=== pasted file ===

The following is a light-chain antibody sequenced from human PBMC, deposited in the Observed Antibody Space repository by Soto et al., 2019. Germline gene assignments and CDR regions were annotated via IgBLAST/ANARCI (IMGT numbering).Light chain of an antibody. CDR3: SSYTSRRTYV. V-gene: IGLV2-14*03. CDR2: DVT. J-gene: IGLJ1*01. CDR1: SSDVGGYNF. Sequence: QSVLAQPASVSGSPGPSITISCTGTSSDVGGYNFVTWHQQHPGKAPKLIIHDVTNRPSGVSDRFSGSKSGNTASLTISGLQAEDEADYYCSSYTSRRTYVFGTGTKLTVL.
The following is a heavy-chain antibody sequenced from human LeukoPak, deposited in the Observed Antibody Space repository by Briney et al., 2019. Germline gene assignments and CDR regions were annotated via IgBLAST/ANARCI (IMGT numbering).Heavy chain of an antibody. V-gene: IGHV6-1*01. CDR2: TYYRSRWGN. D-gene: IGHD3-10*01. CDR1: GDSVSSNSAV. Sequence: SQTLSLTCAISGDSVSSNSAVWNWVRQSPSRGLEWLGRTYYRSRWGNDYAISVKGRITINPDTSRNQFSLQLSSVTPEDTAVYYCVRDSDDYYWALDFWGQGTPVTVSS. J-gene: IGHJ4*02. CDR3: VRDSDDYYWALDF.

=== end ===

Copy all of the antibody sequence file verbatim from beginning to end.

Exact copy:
The following is a light-chain antibody sequenced from human PBMC, deposited in the Observed Antibody Space repository by Soto et al., 2019. Germline gene assignments and CDR regions were annotated via IgBLAST/ANARCI (IMGT numbering).Light chain of an antibody. CDR3: SSYTSRRTYV. V-gene: IGLV2-14*03. CDR2: DVT. J-gene: IGLJ1*01. CDR1: SSDVGGYNF. Sequence: QSVLAQPASVSGSPGPSITISCTGTSSDVGGYNFVTWHQQHPGKAPKLIIHDVTNRPSGVSDRFSGSKSGNTASLTISGLQAEDEADYYCSSYTSRRTYVFGTGTKLTVL.
The following is a heavy-chain antibody sequenced from human LeukoPak, deposited in the Observed Antibody Space repository by Briney et al., 2019. Germline gene assignments and CDR regions were annotated via IgBLAST/ANARCI (IMGT numbering).Heavy chain of an antibody. V-gene: IGHV6-1*01. CDR2: TYYRSRWGN. D-gene: IGHD3-10*01. CDR1: GDSVSSNSAV. Sequence: SQTLSLTCAISGDSVSSNSAVWNWVRQSPSRGLEWLGRTYYRSRWGNDYAISVKGRITINPDTSRNQFSLQLSSVTPEDTAVYYCVRDSDDYYWALDFWGQGTPVTVSS. J-gene: IGHJ4*02. CDR3: VRDSDDYYWALDF.